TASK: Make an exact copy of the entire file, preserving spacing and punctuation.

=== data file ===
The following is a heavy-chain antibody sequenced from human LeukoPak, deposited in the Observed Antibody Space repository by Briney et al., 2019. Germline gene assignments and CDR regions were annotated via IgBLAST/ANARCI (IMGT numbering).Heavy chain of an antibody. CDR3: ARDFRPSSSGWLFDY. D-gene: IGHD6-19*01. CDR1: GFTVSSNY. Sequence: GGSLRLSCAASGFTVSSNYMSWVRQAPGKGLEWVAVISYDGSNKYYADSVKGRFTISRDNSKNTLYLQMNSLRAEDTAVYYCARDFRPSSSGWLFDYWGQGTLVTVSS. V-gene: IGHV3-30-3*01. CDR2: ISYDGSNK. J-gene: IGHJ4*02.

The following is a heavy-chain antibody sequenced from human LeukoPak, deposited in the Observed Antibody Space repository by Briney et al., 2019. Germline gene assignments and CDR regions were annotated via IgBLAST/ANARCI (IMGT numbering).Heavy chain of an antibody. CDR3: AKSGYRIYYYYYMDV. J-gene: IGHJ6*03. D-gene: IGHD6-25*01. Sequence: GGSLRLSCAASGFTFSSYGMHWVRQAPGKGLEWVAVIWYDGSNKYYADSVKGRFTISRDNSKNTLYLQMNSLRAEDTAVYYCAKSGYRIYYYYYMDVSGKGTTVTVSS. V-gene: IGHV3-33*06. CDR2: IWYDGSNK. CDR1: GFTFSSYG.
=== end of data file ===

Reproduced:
The following is a heavy-chain antibody sequenced from human LeukoPak, deposited in the Observed Antibody Space repository by Briney et al., 2019. Germline gene assignments and CDR regions were annotated via IgBLAST/ANARCI (IMGT numbering).Heavy chain of an antibody. CDR3: ARDFRPSSSGWLFDY. D-gene: IGHD6-19*01. CDR1: GFTVSSNY. Sequence: GGSLRLSCAASGFTVSSNYMSWVRQAPGKGLEWVAVISYDGSNKYYADSVKGRFTISRDNSKNTLYLQMNSLRAEDTAVYYCARDFRPSSSGWLFDYWGQGTLVTVSS. V-gene: IGHV3-30-3*01. CDR2: ISYDGSNK. J-gene: IGHJ4*02.

The following is a heavy-chain antibody sequenced from human LeukoPak, deposited in the Observed Antibody Space repository by Briney et al., 2019. Germline gene assignments and CDR regions were annotated via IgBLAST/ANARCI (IMGT numbering).Heavy chain of an antibody. CDR3: AKSGYRIYYYYYMDV. J-gene: IGHJ6*03. D-gene: IGHD6-25*01. Sequence: GGSLRLSCAASGFTFSSYGMHWVRQAPGKGLEWVAVIWYDGSNKYYADSVKGRFTISRDNSKNTLYLQMNSLRAEDTAVYYCAKSGYRIYYYYYMDVSGKGTTVTVSS. V-gene: IGHV3-33*06. CDR2: IWYDGSNK. CDR1: GFTFSSYG.